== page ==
Skip to content

The importance of water efficiency in enhancing economic development strategies

Establishing water efficiency measures with commercial, industrial, and institutional (CII) sector partners has a lasting effect if positioned from a standpoint of cost savings, utility footprint reduction, and overall economic development benefits.

For economic development offices and governmental stakeholders who advocate public-private partnerships, CII sector water efficiency is very important in maximizing resources (especially for companies in drought-stricken regions of the U.S. and Canada), reducing operational costs (e.g., process water, wastewater treatment, non-compliance, and regulatory sanctions), and improving corporate citizenship within a municipality, region, or as part of a broad industry landscape. Not only do CII companies benefit from improving their environmental measures by addressing freshwater uptake and downstream impact of their wastewater discharge volumes, but effective water efficiency measures also have an indirectly positive impact on social engagement with their stakeholders and their industry reputation.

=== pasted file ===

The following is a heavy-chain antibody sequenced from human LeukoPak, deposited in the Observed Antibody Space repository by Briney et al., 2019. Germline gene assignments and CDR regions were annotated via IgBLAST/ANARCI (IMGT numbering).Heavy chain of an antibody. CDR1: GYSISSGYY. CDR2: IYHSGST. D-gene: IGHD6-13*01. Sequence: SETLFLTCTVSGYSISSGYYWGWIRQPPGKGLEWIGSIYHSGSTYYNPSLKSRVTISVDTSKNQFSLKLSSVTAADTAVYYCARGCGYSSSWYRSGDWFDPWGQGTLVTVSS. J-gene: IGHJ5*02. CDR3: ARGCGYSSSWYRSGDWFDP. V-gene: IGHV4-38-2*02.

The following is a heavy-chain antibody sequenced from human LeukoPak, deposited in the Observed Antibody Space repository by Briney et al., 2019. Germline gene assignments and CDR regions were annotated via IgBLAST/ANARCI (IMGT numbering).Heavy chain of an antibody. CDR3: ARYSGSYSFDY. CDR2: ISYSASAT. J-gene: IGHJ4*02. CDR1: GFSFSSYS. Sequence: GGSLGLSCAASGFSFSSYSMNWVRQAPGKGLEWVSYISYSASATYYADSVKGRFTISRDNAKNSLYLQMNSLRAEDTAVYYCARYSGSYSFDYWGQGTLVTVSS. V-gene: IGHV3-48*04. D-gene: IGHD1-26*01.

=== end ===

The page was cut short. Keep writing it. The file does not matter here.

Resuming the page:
For many years, economic development leaders have focused on the primary goals of economic development support — improving the local economy, encouraging sectoral industry investment, attracting business growth, and creating new jobs — and in doing so, increasing local taxation.

Progressive economic development leaders work with governmental and/or industry proponents who advocate water efficiency within the CII sector, leading to network development capacity in expertise and support that typically is the focus of technology vendors or engineering firms. By providing access to these types of support systems, economic development offices in North America have an opportunity to solve CII process water and wastewater challenges by leveraging existing conservation programs in many forward-thinking municipalities.

Companies within the CII space could then access supportive efficiency incentivization, maximize utility savings, and improve and enhance reporting key performance indicators linked to corporate sustainability, such as environmental, social, and governance (ESG), UN Sustainable Development Goals (UN SDGs), and Task Force on Climate-Related Financial Disclosures (TCFDs). These metrics are becoming important to investor relations for publicly traded companies and can influence where large national and multinational firms elect to set up manufacturing and headquarter operations in progressive cities in North America. Strategically linking to progressive governmental conservation measures that have long been in place but have not been effectively deployed in this fashion is the basis of the examples to be shared.